Kilbarry’s story marks the start of Britain’s success in three-day eventing. Julian Seaman tracks the history of the horse and his pilot, Col Frank Weldon
Kilbarry (1947–1957), by Malbrook out of Heligoland
Owner/rider: Col Frank Weldon
Kilbarry’s influence on the equestrian world is inextricably linked to the life and times of his rider Col Frank Weldon. With Kilbarry dead for 63 years, I wish I could have talked again to the late Colonel – who died in 1993 – about his star horse, and how the gelding shaped his later career as a Badminton course-designer.
Thirty-two years ago I had the honour as a freelance Horse & Hound contributor of interviewing Frank when he retired from Badminton, so I had somewhere to start. I also called upon his son George, a recent retiree, like myself, from the Badminton admin team.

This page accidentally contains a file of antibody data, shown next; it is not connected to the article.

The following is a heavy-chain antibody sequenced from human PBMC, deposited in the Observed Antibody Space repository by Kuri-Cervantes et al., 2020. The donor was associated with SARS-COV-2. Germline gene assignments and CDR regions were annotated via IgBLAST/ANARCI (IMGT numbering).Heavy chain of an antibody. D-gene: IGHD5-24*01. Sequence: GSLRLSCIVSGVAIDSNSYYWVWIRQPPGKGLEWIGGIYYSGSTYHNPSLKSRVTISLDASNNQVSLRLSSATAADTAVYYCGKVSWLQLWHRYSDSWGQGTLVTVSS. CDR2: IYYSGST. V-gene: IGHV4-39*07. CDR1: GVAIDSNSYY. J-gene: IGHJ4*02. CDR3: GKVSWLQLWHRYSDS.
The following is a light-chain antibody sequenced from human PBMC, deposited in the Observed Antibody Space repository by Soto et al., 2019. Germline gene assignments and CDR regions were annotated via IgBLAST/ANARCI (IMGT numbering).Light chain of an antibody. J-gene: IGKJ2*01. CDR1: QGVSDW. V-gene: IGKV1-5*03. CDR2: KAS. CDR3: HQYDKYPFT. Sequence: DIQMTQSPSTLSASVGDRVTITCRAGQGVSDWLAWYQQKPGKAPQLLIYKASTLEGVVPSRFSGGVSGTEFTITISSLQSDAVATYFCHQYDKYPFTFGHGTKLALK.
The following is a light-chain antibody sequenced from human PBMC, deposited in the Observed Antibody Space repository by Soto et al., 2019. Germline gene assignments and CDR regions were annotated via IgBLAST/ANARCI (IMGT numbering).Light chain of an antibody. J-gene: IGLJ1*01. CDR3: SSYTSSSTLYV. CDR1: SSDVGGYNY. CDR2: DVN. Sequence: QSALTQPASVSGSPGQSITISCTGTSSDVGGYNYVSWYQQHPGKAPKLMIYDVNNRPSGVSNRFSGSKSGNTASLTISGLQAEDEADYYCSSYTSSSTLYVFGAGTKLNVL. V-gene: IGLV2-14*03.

Before World War II, Frank’s first love was racing. He was successful in hunter chases and between the flags, but he suffered a major disappointment when qualification changes prevented him from achieving his ambition of riding in the Grand National. Subsequently he had little sympathy for riders who just failed to make the cut at Badminton.